Many, many years ago as part of an Australian Army qualification course for my ECN 263-2 (Army types will know what that means) I had to produce a terrain analysis report on a specified area, using just topographic maps and some aerial photographs. The area I was given for this project was Cape Bedford. Since that time, I have always had a fascination and desire to visit this interesting geographic feature. Well I finally managed to tick off this personal bucket list item.
About Cape Bedford
Cape Bedford is composed of resilient horizontal bedded sandstone which forms the 246-metre-high table top cape. The underlying structures surrounding the cape are formed from softer sandstone which over time has eroded to form the gentler surrounding slopes.
Cape Bedford was named on the 4 August 1770 by Lt James Cook, probably after John Russell, 4th Duke of Bedford, First Lord of the Admiralty, 1744-47.
Cape Bedford is unfortunately also the location for a dreadful massacre on 20 February 1879. Native Police Sub-inspector Stanhope O’Connor and his troops, hunted down and hemmed in a group of Guuyu-Yimidhirr Aborigines in a gorge at Cape Bedford. There were 28 men and 13 women. Twenty four men were killed, shot on the nearby beach the remaining four swam out into the sea never seen again. Just two weeks later O’Connor and his six Aboriginal troopers, arrived in northern Victoria to led the hunt for Ned Kelly. Later, they were also involved in the capture of Kelly at Glenrowan.
Joanne and I drove the 7km along the challenging 4WD track from Elim Beach Campground. Local advise was there was a walking track leading to the top from the south-east, we arrived at the base on the south-eastern side of Cape Bedford at 11:16. We could not locate any hiking track so with packs and provisions, decided to create our own way up the slope. It took the two of us just over 90 minutes to reach the base of the sandstone cliff face which surround the cape. We had a light lunch and some water then leaving our packs under an overhang section of the cliff we explored the region for some possible route to the summit. Unfortunately, after significant searching we could not find a path suitable for both of us.
On the GPS I had the altitude at 186-metres. Based on my best assumptions the cliff face above us was between 30-40 metres in height. I eventually found what looked like the most likely section of cliff to climb. With a nylon rope, GPS, Go-Pro and reluctantly Joanne’s permission; I commenced climbing the cliff face on my own at 14:04. Initially I found the assent quite good however about half way up things started to change. There were very few safe reliable hand holds and the face was vertical with a lot of overhanging outcrops. The sandstone surface was loosening and crumbling in places. The most troubling thing was the route I had taken there was no way of backtracking given the nature and condition of the cliff face —- I was forced to climb to the top like it or not.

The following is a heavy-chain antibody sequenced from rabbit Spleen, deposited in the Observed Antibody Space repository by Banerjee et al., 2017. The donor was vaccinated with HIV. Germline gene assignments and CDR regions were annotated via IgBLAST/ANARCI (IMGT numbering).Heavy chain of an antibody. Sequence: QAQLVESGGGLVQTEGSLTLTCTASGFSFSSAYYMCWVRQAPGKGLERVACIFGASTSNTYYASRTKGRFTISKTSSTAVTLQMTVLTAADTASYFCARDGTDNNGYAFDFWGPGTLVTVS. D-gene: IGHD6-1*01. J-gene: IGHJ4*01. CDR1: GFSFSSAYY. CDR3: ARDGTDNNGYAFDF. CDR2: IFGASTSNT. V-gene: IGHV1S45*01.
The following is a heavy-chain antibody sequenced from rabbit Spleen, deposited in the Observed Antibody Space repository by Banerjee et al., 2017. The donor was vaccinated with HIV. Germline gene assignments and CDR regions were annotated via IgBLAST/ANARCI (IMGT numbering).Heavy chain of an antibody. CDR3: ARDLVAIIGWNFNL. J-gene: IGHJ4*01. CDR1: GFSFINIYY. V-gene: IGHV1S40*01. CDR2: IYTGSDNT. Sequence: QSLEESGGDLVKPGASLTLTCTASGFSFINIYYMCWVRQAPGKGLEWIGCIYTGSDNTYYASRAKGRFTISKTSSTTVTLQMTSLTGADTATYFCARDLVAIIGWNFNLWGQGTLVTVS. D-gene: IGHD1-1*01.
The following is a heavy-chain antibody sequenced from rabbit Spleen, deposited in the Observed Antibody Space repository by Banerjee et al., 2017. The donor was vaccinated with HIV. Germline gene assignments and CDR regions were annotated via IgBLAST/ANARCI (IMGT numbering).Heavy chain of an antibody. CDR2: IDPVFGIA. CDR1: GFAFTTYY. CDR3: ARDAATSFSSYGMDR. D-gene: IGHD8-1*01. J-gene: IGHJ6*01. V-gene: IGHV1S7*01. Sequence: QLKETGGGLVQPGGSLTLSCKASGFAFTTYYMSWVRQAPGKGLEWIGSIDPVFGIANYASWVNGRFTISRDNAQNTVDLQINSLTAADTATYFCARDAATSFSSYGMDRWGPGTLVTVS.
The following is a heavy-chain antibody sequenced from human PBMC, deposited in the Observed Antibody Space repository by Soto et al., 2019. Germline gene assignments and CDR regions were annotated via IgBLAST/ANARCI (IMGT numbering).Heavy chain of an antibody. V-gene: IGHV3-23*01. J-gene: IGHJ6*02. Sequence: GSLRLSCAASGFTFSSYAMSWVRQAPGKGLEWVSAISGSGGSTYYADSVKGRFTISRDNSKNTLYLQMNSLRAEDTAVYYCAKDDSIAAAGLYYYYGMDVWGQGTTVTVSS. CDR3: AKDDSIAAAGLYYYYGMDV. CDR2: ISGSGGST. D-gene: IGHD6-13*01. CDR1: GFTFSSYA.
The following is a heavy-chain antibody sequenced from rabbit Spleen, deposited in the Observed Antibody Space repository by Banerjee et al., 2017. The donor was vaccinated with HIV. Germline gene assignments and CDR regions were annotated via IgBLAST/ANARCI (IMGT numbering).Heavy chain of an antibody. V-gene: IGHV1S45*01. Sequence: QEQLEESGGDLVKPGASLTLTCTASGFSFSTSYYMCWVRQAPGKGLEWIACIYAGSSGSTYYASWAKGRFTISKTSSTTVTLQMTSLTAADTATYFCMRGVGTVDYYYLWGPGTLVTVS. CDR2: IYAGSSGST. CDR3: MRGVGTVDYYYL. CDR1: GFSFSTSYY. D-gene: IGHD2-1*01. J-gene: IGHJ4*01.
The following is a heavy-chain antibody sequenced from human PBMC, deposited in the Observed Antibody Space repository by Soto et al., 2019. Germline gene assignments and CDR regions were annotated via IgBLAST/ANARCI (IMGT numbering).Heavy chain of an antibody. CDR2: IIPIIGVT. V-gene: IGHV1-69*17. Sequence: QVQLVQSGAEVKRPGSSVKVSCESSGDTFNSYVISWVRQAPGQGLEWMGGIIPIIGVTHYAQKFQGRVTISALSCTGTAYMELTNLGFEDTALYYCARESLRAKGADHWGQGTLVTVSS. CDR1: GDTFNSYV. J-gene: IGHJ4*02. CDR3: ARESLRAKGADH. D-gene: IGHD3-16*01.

The last 10 -metres was probably some of the most harrowing and heart pounding moments of my life. The rope I was carrying was slung over my shoulder and even if I had been able to unravel it, there was really no way it could have assisted me in that situation. I just knew I had to make slow and careful choices on hand and foot placement, and inch my way up. It took 32 minutes to reach the top of the cliff face at 223-metres. You can only imagine my delight and relief when I could finally stand on level ground again. Using my GPS I quickly skipped across the top of the cape and located the exact highest point of this feature which is 246 metres. I had reached the top of Cape Bedford a feat I had only dreamt about for years. I also located the rusty remains of the old trig point marker. Trig markers were important survey and navigational markers that pre-date GPS assisted navigation.
I had promised Joanne I would return before 3pm so after looking at my GPS and seeing it was already 2:40pm I had little time to ponder the view or my recent achievement. In some ways, I was more concerned about missing my 3pm deadline with Joanne than how I was going to scale back down the cliff. I had left Joanne on a narrow rock ledge alone. I knew there was no way I could descend the same way I had come up so the search began for a new route down.
I searched carefully along the top of the eastern cliff face to locate a suitable place to descend. It was about 300 metres along from where I had come up, I found a small gully that appeared to have a suitable course down. I made it down about half way to a small ledge at one end the rock was moist and even though it appeared the easier route down I was not going to descend over wet rock. I selected the other end of the ledge, secured my rope and abseiled down to the base of the cliff. After recovering and recoiling the rope, I checked my GPS position, I was 285 metre east but at the same altitude from where Joanne was sitting it was 14:48 so I had some quick bush bashing through thick scrub to get back to her location.
Jo said she would give me till 3pm and then she was going to take off to amble her way down the mountain without me. She had spent her time sitting on this ledge building a rock pillar trying take her mind off the perils I had put myself into!. I made it back to Joanne with 3 minutes to spare.
The walk back to the car was hard going on ankles. We later learnt from the local advisers they had never walked to the top, but were only going on what a few other travellers told them – thanks guys. I will admit I had some trouble getting to sleep that night; kept awake recalling my ascent up the cliff face – something I finally admitted to Jo the following day.